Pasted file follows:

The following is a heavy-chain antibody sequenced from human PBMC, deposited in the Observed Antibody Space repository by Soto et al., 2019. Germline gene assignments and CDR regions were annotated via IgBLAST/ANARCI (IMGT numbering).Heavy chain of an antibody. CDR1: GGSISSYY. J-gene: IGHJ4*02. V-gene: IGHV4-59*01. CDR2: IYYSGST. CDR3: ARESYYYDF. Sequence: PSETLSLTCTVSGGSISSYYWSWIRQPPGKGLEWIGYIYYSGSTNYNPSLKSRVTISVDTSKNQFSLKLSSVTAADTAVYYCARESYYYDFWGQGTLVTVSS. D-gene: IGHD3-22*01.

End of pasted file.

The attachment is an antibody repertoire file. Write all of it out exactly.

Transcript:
The following is a heavy-chain antibody sequenced from human PBMC, deposited in the Observed Antibody Space repository by Soto et al., 2019. Germline gene assignments and CDR regions were annotated via IgBLAST/ANARCI (IMGT numbering).Heavy chain of an antibody. CDR1: GGSISSYY. J-gene: IGHJ4*02. V-gene: IGHV4-59*01. CDR2: IYYSGST. CDR3: ARESYYYDF. Sequence: PSETLSLTCTVSGGSISSYYWSWIRQPPGKGLEWIGYIYYSGSTNYNPSLKSRVTISVDTSKNQFSLKLSSVTAADTAVYYCARESYYYDFWGQGTLVTVSS. D-gene: IGHD3-22*01.